May 6, 2004
And then there's XSLT. XSLT is profoundly useful for a narrow set of problems. Unfortunately, it has ambitions of being a world-class multipurpose language, and if you indulge that ambition it will only repay you with treachery. XSLT can do a lot of things, but most of them can only be done in a way that's convoluted and verbose. But, hey, it's XML, and your output's XML, so this must be the right solution! Right. We've seen this delusion before, only that time it was called ColdFusion.
To be fair, let's start with where XSLT works. The SiteWrapper content filter uses an XSLT stylesheet that looks like:
This simply says "Find the elements inside of the <xhtml:page_content> element, and drop it in the middle of all this navigational stuff." This content filter is focused more on presentation than on logic, so you'd rather have a format that makes the design more apparent, and easier to change.
(And yes, I'm cheating, because <page_content> isn't an element in XHTML. After the SiteWrapper runs we'll have stripped out that element, and we'll be validating the results before uploading them anyway. But when you do this sort of stuff you really should grok your XML namespaces.)
XSLT works well wrapping elements in static text. And it can handle fairly simple conditions and loops. index.xsl, for example, loops through an RSS file, emitting a chunk of XHTML for each RSS <item>.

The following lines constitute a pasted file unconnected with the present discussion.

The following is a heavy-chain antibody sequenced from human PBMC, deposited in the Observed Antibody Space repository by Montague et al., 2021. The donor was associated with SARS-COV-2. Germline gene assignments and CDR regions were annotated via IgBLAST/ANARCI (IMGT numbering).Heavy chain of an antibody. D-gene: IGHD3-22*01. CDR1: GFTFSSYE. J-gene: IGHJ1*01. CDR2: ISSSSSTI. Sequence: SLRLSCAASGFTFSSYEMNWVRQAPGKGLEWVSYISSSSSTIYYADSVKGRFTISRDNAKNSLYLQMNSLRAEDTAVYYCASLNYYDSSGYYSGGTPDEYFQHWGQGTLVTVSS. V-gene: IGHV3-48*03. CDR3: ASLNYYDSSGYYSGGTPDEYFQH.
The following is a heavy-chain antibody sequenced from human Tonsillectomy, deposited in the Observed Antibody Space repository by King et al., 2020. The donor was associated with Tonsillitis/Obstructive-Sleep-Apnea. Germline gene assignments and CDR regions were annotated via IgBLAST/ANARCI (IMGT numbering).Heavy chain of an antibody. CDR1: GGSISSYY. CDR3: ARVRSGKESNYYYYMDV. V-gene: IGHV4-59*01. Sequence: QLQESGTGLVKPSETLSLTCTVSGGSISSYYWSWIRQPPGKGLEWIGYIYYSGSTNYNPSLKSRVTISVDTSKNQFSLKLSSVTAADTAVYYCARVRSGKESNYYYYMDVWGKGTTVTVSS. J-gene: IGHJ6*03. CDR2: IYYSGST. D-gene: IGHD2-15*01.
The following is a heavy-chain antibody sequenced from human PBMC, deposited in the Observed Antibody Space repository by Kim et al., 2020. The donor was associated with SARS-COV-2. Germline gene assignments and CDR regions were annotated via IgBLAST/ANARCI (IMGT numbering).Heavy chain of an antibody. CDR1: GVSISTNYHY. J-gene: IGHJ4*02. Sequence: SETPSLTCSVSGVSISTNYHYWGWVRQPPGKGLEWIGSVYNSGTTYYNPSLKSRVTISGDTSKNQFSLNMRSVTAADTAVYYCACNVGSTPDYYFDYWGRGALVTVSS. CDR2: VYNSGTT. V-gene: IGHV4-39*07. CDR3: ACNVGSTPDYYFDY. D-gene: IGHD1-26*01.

Unfortunately, XSLT can't go much further than that. As mentioned above, it's quite inept at the common task of date formatting. And it failed me completely on turning Docbook into XHTML. In Docbook, footnotes are imbedded in the text they're linked to, so to process them into XHTML I had to:
This isn't a difficult problem, but something about the structure of XSLT seems to make it really awkward to handle stateful variables. All I know is that I went online looking for XSLT solutions to this problem—Docbook being, again, a big format with lots of users—and all I found were 100-line chunks of code that made me wonder if maybe Ted Kaczynski wasn't right in some way.
So I implemented this in Ruby instead. It would've been great to use XSLT, especially since much of the work is simple-minded element mappings: turn <citation> into <cite>, <ulink> into <a>, etc. But XSLT simply wasn't the right tool for the job. It's not the right tool for most jobs.
Right now a lot of people are trying to use XSLT as a general-purpose language—apparently it's Turing-complete, whoop-di-doo—and they're spending a lot of money on those fat computer books down at the Barnes & Noble and opening another can of Mountain Dew every time they start to nod off from all those angle brackets. Ill-advised programming trends are nothing new, of course. My main hope is that when people get disgusted with XSLT they won't discard it outright, because for a narrow set of problems it's absolutely great. A language doesn't have to be general purpose to be useful. You can't use regular expressions to connect to a database, but you probably don't want to use anything else for processing raw text.
First tracked November 27, 2004
fhwang.net/writing/justifying_dauxite6.h... ( 8K )
Francis Hwang: Justifying Dauxite English
Suggester says A great summary of XSLT, both the good and the bad.
Created Oct 19, 8:39am…